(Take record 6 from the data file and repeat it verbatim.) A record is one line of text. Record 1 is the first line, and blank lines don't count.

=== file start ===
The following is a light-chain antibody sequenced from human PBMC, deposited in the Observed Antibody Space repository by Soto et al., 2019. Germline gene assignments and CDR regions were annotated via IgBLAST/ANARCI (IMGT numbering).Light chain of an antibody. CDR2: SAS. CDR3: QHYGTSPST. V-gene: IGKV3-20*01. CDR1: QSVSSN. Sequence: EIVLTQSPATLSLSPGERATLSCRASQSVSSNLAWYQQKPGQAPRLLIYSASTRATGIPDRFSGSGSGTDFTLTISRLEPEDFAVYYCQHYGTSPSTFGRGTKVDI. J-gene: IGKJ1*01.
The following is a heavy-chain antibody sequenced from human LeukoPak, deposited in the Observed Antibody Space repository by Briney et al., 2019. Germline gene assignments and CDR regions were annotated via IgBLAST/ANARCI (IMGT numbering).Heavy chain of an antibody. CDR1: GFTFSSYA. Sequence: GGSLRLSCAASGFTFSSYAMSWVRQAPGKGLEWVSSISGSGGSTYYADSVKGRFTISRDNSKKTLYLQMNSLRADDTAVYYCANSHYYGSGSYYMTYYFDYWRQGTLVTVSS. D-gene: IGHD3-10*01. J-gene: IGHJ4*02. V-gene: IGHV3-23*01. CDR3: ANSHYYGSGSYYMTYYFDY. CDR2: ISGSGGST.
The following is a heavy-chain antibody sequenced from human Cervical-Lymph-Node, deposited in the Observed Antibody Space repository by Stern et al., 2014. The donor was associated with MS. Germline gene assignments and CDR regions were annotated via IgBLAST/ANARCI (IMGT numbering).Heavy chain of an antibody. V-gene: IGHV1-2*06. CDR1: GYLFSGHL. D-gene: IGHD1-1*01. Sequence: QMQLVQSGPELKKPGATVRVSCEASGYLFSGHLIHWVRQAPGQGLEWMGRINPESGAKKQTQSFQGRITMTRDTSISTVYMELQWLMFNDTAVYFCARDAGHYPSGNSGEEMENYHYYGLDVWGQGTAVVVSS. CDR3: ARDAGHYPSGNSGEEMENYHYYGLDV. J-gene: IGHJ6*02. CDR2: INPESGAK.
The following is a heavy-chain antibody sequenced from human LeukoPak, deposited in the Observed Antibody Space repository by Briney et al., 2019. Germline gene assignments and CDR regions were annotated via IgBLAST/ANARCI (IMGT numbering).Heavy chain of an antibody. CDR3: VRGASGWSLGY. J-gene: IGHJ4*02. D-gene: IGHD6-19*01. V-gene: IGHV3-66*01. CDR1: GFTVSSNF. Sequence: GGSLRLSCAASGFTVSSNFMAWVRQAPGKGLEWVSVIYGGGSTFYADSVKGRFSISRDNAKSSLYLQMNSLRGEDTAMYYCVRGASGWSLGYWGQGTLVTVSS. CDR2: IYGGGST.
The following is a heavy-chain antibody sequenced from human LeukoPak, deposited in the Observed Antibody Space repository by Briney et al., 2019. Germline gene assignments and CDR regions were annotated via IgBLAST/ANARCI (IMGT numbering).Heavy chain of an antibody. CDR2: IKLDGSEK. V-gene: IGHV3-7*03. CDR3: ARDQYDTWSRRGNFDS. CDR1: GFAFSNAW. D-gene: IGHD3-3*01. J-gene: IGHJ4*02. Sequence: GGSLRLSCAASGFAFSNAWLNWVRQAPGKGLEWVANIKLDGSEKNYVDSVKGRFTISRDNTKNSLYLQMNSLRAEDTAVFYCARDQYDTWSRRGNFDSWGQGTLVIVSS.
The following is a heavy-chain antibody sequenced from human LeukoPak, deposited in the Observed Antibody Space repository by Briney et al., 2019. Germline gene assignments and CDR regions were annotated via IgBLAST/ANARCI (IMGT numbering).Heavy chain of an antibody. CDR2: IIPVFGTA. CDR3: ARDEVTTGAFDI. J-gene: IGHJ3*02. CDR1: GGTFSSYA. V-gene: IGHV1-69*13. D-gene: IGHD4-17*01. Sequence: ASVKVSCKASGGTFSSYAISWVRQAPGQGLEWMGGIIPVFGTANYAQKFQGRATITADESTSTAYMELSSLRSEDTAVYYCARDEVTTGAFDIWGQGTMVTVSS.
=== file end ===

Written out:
The following is a heavy-chain antibody sequenced from human LeukoPak, deposited in the Observed Antibody Space repository by Briney et al., 2019. Germline gene assignments and CDR regions were annotated via IgBLAST/ANARCI (IMGT numbering).Heavy chain of an antibody. CDR2: IIPVFGTA. CDR3: ARDEVTTGAFDI. J-gene: IGHJ3*02. CDR1: GGTFSSYA. V-gene: IGHV1-69*13. D-gene: IGHD4-17*01. Sequence: ASVKVSCKASGGTFSSYAISWVRQAPGQGLEWMGGIIPVFGTANYAQKFQGRATITADESTSTAYMELSSLRSEDTAVYYCARDEVTTGAFDIWGQGTMVTVSS.